"While initially specific to BDSM, the relevance of aftercare has expanded beyond this context. As societal awareness and understanding of sexual health and dynamics evolve, the principles of aftercare have been adapted to more mainstream sexual experiences. Recognising that any sexual encounter can elicit strong emotions or physical responses, more people now see the value in incorporating elements of comfort and connection afterwards, ensuring a gentle reconnection to everyday normalcy following the intimate intensity."

And while intuitive acts of post-sex aftercare may have always existed, as well as the above evolution, discourse on platforms like TikTok have moved it more prominently into the mainstream, providing more widespread awareness and access to knowledge.

"Furthermore," says Crepsley-Fox, "the rise of movements such as #MeToo has heightened awareness around consent and the nuances of sexual interactions, contributing to a broader societal emphasis on the importance of care and respect in all sexual experiences. This growing discourse is likely why we are now more aware of concepts like post-sex aftercare."

Navigating post-sex aftercare when single vs in a relationship

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Aftercare can be important in all types of relationships. (Getty Images)

Crepsley-Fox says post-sex aftercare can be just as important for single people engaging in casual dating as those in committed relationships.

"Emotions can be particularly sensitive after a casual encounter, where individuals might feel especially vulnerable or exposed. It’s essential to manage these moments with integrity and kindness without making commitments one isn’t sure about," she explains.

"Honesty and clear communication are key. After the encounter, consider engaging in a non-sexual activity together, like watching a movie or sharing a meal, which can help both parties feel more at ease and valued as individuals, not just sexual partners."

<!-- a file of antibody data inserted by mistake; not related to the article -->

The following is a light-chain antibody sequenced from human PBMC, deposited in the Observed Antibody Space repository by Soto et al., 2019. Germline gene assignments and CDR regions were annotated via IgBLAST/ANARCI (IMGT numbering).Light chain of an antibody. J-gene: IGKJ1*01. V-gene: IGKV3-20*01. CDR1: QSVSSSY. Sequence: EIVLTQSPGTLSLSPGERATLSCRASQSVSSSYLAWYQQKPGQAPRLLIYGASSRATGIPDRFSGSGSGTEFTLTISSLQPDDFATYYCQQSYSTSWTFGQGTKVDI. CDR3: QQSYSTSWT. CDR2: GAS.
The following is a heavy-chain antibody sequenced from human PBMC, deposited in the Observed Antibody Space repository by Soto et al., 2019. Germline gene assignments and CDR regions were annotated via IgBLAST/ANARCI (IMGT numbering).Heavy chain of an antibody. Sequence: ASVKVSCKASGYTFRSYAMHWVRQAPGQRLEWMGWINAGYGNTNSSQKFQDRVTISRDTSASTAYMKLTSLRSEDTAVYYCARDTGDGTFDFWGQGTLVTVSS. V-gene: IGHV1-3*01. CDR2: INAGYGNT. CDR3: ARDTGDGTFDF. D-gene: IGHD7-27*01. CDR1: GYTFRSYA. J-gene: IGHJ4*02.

However, Spitz acknowledges, "Long term relationships can build on and nurture intimacy in the way a one night stand can’t." But there might still be ways to offer practical support.

"Covering the cost of a cab ride home, and checking in on them later that day or the next – regardless of future intentions – demonstrates consideration and respect," suggests Crepsley-Fox. "This kind of thoughtful engagement can make a significant difference in how both parties reflect on the experience."

What to do if you're not receiving post-sex aftercare

Shot of a mature couple talking on the sofa at home
Talking about your wants and needs is always beneficial. (Getty Images)

If you don't feel your needs are being met in this way, are you in your right to ask for it?

"If someone feels their sexual partner, whether in a committed relationship or a casual encounter, isn't providing any post-sex aftercare, they are absolutely within their rights to express their needs," says Crepsley-Fox.

This is done through effective communication. "It’s important to be clear and honest about what you need to feel cared for and secure after intimacy. You can start the conversation by kindly asking what they might need for their own aftercare as well, making the discussion inclusive and reciprocal. This approach fosters a mutual understanding of boundaries and care preferences. It’s also beneficial to reflect on your aftercare needs beforehand, so you're prepared to articulate them clearly when engaging with a new or existing partner."

And with some situations admittedly easier to experience full aftercare in, or communicate both sexually and emotionally (outside of the bedroom) to bring you closer to your partner, there are still some things you can do to improve your experience of the sex itself. "Finding out what your partner likes and sharing what you like is important," says Spitz.

"Being able to say, in the moment, I really like that or can you do this instead creates more intimacy. And it goes without saying all sex should be consensual and you can say no to anything at any point regardless of whether or not you've done it before."